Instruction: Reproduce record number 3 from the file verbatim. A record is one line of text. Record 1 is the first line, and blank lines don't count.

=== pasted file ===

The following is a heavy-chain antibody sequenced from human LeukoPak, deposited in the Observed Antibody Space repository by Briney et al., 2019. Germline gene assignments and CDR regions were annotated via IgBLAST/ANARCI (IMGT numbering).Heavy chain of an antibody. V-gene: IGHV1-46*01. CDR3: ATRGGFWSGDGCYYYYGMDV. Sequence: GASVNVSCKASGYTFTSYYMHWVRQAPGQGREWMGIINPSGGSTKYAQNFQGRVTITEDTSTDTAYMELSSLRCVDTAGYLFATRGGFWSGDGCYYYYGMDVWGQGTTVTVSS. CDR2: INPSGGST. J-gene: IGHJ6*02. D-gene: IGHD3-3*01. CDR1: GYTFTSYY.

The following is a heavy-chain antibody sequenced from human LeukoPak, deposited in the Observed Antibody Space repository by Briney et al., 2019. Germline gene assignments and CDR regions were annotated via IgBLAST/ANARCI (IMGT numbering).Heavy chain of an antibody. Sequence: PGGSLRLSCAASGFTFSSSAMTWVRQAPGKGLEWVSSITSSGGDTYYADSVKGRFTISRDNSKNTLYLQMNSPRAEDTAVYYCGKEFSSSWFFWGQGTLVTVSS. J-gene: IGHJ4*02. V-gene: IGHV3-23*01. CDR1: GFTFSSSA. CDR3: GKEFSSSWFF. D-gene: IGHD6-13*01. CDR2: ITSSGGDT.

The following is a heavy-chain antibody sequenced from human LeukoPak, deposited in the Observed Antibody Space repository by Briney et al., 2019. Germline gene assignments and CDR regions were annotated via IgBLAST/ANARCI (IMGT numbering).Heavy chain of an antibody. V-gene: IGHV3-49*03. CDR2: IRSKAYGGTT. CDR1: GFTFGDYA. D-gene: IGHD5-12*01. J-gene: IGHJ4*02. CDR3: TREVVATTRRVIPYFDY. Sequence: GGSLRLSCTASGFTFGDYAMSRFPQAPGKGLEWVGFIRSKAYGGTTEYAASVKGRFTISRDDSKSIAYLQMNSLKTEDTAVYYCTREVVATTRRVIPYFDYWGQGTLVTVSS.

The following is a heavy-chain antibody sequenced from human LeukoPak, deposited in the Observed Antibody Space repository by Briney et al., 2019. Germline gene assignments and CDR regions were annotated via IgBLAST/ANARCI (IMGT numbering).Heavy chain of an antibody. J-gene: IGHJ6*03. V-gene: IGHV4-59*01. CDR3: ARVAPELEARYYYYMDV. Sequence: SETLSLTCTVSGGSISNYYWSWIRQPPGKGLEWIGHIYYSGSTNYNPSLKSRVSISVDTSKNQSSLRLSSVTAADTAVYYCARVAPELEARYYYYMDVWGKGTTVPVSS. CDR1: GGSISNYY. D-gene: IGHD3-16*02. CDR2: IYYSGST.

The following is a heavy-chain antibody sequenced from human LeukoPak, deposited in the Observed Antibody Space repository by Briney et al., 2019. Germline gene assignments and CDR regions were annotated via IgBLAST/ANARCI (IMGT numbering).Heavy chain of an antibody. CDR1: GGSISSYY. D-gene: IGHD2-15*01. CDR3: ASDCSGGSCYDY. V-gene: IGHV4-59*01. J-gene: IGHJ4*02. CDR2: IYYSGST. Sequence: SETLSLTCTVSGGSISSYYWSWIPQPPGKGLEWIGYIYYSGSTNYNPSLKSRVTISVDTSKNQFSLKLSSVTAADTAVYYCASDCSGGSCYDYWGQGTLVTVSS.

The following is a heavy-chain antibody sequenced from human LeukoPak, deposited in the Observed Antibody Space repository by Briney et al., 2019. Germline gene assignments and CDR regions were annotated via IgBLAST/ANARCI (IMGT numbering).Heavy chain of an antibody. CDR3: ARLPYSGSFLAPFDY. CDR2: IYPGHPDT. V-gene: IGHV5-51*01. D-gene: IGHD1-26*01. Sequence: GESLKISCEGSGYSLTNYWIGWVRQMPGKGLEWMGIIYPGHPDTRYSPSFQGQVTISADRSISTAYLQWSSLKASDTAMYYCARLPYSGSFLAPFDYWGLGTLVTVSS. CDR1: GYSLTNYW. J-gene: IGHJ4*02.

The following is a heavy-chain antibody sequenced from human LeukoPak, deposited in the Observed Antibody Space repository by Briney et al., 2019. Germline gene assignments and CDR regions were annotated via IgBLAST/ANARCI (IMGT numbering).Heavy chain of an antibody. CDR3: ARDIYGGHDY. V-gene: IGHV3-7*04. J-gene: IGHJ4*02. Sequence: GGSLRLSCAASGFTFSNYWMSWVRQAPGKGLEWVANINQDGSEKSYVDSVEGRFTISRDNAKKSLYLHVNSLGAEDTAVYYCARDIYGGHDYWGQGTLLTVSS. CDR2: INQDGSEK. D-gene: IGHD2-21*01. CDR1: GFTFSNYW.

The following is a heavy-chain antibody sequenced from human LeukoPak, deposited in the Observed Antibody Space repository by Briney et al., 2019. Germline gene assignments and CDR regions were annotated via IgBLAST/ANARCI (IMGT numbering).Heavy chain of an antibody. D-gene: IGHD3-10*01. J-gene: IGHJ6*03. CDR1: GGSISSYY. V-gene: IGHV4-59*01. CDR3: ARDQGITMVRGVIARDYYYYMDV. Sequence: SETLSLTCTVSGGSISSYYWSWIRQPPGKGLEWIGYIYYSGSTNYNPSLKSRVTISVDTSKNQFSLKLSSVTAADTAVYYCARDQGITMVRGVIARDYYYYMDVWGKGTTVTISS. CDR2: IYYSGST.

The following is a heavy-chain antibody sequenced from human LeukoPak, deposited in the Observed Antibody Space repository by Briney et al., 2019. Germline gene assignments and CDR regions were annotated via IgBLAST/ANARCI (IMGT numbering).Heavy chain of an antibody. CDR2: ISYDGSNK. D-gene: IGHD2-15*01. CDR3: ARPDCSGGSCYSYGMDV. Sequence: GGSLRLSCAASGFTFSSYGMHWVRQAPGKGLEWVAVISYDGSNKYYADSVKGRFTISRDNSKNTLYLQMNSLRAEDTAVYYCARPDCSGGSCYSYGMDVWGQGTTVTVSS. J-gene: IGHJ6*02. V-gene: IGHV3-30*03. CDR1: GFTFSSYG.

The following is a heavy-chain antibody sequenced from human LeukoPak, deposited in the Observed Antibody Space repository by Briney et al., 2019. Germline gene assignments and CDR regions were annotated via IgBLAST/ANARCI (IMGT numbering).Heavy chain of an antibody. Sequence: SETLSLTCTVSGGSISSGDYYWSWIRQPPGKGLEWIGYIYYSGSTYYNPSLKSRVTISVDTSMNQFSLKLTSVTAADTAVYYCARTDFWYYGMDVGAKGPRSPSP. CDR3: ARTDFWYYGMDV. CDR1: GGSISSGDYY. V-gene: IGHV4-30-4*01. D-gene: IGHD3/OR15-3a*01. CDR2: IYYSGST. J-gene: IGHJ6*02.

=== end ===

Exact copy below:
The following is a heavy-chain antibody sequenced from human LeukoPak, deposited in the Observed Antibody Space repository by Briney et al., 2019. Germline gene assignments and CDR regions were annotated via IgBLAST/ANARCI (IMGT numbering).Heavy chain of an antibody. V-gene: IGHV3-49*03. CDR2: IRSKAYGGTT. CDR1: GFTFGDYA. D-gene: IGHD5-12*01. J-gene: IGHJ4*02. CDR3: TREVVATTRRVIPYFDY. Sequence: GGSLRLSCTASGFTFGDYAMSRFPQAPGKGLEWVGFIRSKAYGGTTEYAASVKGRFTISRDDSKSIAYLQMNSLKTEDTAVYYCTREVVATTRRVIPYFDYWGQGTLVTVSS.